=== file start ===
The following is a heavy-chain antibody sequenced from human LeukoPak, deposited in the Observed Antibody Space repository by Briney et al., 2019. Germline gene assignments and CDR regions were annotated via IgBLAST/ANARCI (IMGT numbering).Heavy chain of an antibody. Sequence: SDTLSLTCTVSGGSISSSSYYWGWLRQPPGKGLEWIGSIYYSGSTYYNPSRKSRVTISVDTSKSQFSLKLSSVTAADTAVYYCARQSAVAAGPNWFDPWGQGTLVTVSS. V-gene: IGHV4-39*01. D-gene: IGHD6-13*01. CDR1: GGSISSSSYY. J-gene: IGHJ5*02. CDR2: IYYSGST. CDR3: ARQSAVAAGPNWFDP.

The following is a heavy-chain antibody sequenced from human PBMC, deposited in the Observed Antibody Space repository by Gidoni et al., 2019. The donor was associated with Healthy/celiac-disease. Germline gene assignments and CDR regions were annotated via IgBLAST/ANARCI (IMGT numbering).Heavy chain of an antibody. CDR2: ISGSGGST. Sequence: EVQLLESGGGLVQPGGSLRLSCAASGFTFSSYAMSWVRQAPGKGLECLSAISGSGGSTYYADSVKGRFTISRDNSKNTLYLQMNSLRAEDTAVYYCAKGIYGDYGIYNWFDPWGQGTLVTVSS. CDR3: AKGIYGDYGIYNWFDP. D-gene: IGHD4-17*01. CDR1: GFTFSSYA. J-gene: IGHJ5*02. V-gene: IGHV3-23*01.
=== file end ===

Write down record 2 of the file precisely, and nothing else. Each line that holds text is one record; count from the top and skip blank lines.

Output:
The following is a heavy-chain antibody sequenced from human PBMC, deposited in the Observed Antibody Space repository by Gidoni et al., 2019. The donor was associated with Healthy/celiac-disease. Germline gene assignments and CDR regions were annotated via IgBLAST/ANARCI (IMGT numbering).Heavy chain of an antibody. CDR2: ISGSGGST. Sequence: EVQLLESGGGLVQPGGSLRLSCAASGFTFSSYAMSWVRQAPGKGLECLSAISGSGGSTYYADSVKGRFTISRDNSKNTLYLQMNSLRAEDTAVYYCAKGIYGDYGIYNWFDPWGQGTLVTVSS. CDR3: AKGIYGDYGIYNWFDP. D-gene: IGHD4-17*01. CDR1: GFTFSSYA. J-gene: IGHJ5*02. V-gene: IGHV3-23*01.